In my last entry on “American Dream”, I spoke briefly how there are all sorts of invisible boundaries which exist everywhere in the world.  We have state lines, country lines, private property lines…All sorts of invisible ropes roping everything off.  We are confined to our little box, our small little yard, and the very small amount of places which have been deemed “public”, such as parks, stores, etc.  99% of the world is inaccessible to us at all times.  We either don’t have the money, the legal rights, or any of the other means to go places outside of our normal routine.

It doesn’t surprise me that the people who are crammed in their boxes have created a much bigger world within their boxes, where they can once again live, explore, and interact with one another.  It may be a flickering computer screen, but it’s better than nothing.

They are finally able to see a world outside of the limited experiences they’re used to.  People in the real world are oppressed, there’s no doubt about it.  Most people never live their dream.  They get to do very little of what they want to do.  But the game allows them freedom.

You’ll notice none of the successful games have private property.  If one was to institute this it’d be a sure failure.  That’s the reason they’re escaping to the game.  You’ll notice everything in the game is public domain.  You can go anywhere, and do anything.  Generally speaking, everyone is offered the same opportunities for success, and are allowed to go anywhere they’re trained and got the proper equipment for.  And this equipment is accessible to all who will work for it.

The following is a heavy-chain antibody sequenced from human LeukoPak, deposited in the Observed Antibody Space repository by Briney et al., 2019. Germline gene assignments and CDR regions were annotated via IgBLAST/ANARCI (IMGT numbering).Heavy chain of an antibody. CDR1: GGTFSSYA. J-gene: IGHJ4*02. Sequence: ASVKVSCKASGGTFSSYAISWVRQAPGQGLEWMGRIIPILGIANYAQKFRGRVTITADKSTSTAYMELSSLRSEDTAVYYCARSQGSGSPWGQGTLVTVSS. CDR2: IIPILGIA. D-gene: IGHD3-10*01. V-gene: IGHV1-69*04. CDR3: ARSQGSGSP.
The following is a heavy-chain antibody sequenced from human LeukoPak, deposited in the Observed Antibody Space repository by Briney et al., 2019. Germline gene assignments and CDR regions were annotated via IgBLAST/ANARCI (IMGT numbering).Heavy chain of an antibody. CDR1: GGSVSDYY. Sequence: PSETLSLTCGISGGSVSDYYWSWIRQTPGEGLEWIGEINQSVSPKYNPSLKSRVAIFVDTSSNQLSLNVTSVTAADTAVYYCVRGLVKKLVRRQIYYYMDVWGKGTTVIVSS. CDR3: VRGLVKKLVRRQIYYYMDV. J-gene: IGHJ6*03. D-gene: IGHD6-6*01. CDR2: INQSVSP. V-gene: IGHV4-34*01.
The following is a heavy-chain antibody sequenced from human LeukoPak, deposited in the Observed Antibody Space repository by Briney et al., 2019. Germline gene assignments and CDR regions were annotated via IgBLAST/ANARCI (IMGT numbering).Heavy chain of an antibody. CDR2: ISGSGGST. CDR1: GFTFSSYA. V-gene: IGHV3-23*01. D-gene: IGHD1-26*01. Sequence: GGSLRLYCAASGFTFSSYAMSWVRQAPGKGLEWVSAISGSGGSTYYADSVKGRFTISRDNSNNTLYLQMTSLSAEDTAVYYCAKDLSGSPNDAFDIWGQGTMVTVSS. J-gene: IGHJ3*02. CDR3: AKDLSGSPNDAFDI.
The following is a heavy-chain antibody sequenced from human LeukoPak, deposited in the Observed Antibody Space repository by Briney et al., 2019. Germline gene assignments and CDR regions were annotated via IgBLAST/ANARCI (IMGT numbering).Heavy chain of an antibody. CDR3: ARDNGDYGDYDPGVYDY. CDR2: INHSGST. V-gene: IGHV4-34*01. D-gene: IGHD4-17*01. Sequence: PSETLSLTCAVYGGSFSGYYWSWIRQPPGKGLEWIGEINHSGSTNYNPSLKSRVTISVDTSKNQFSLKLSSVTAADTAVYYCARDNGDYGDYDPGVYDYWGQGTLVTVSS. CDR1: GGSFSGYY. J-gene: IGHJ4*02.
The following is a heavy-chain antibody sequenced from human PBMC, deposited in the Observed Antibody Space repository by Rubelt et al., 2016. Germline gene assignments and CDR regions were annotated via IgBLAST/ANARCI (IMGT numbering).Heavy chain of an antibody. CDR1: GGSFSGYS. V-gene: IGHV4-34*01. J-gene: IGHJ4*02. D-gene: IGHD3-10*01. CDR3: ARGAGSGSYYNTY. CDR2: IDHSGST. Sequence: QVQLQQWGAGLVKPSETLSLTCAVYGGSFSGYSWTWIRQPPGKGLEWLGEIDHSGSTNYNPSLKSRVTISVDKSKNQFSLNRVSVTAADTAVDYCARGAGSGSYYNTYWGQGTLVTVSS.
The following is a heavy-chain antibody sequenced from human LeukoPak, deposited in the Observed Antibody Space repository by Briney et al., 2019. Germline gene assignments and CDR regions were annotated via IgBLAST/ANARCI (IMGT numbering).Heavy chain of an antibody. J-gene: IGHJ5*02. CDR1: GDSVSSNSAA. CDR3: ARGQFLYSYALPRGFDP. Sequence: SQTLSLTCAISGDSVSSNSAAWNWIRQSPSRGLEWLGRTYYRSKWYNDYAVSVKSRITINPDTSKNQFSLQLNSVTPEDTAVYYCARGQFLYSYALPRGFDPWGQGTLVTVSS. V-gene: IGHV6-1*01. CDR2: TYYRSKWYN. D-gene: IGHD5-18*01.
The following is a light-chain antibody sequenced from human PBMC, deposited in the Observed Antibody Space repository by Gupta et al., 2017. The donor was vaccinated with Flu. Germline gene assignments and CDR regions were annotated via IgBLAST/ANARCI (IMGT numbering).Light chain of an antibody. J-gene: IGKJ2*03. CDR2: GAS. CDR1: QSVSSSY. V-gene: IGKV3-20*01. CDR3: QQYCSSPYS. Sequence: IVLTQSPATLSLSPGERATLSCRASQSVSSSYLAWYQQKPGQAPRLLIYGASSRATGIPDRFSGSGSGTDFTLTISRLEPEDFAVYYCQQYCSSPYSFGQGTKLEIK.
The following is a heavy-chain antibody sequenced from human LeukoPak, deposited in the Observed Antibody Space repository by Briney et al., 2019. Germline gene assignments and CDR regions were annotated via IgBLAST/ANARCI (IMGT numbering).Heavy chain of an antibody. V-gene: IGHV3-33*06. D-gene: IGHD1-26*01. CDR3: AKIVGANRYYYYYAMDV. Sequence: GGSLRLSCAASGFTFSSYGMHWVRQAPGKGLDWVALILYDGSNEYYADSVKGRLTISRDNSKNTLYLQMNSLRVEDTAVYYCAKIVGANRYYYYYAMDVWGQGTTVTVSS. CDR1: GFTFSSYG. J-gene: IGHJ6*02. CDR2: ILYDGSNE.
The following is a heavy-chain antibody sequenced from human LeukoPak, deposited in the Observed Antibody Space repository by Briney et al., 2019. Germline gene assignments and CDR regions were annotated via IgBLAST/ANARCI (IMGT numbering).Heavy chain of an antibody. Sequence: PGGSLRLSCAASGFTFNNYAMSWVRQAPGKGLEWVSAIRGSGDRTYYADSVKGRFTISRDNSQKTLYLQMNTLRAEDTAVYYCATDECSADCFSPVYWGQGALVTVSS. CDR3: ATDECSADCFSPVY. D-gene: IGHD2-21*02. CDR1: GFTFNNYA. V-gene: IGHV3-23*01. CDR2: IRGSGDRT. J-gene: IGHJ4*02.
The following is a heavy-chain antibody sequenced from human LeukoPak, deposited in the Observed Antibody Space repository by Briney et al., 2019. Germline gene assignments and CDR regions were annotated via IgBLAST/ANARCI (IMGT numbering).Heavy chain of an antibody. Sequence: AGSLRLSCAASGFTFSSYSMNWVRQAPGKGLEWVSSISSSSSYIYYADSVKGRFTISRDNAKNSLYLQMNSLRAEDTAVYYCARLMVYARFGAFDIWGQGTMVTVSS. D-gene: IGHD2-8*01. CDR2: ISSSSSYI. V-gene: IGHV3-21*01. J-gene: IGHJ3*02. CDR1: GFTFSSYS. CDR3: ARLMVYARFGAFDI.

What’s even more interesting is that socialists write about this very thing, and want to create a world which is much more like the online RPGs are structured.  I seriously think this video game movement may be an impetus to creating a whole new social world.  I could see these young people growing up playing these games, and then when they’re older, hearing a philosopher, politician, professer, or whoever, giving lectures and speeches trying to put these same sorts of concepts into reality, people would be much more receptive to them.  People are able to actually see socialism in action.  Sure there’s a lot of other problems which reality has, which the video game does not, but there’s a whole lot of similarities as well.

There are many more reasons why people play these games, but I think the reasons presented above are the most important ones.  Now I will move to what I think is most harmful in these video games.

Harmful Aspects To Video Games

The only thing I can say about escaping to video games is this:  The real world is infinite, the video game is finite.

Video games are finite, and you will run out of things to do.  This leads to the build up, scrap, start over, way of life.  You play one video game, master it, get all the levels, do all the quests, get all the equipment, then you beat it.  Eventually you’re done with the game.  You’ve done everything.  A new game needs to come out, and it all starts over.

The real world, however, never ends.  From what I’ve found, it can be difficult to get a hold on at first, but once you begin to master some of its intricacies, and are able to achieve some freedom within it, it is a great place, or at least can be.  On top of this, if you manage your affairs well, life can be a building process.  You never are “done”.  You never have to scrap it all and start over.  You never have to start the next stage of life empty handed.  The skills and knowledge you acquired from one area of life often fuel new pursuits, and help you to achieve even greater success.